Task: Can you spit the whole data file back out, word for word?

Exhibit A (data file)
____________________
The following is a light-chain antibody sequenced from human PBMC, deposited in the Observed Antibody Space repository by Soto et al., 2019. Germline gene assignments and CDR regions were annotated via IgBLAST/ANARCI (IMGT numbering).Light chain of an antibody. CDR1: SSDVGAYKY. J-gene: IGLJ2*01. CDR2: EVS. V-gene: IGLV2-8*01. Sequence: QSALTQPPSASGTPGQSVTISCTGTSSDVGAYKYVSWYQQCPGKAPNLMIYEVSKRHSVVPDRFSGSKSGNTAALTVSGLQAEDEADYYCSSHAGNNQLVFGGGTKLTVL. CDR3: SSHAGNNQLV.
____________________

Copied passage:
The following is a light-chain antibody sequenced from human PBMC, deposited in the Observed Antibody Space repository by Soto et al., 2019. Germline gene assignments and CDR regions were annotated via IgBLAST/ANARCI (IMGT numbering).Light chain of an antibody. CDR1: SSDVGAYKY. J-gene: IGLJ2*01. CDR2: EVS. V-gene: IGLV2-8*01. Sequence: QSALTQPPSASGTPGQSVTISCTGTSSDVGAYKYVSWYQQCPGKAPNLMIYEVSKRHSVVPDRFSGSKSGNTAALTVSGLQAEDEADYYCSSHAGNNQLVFGGGTKLTVL. CDR3: SSHAGNNQLV.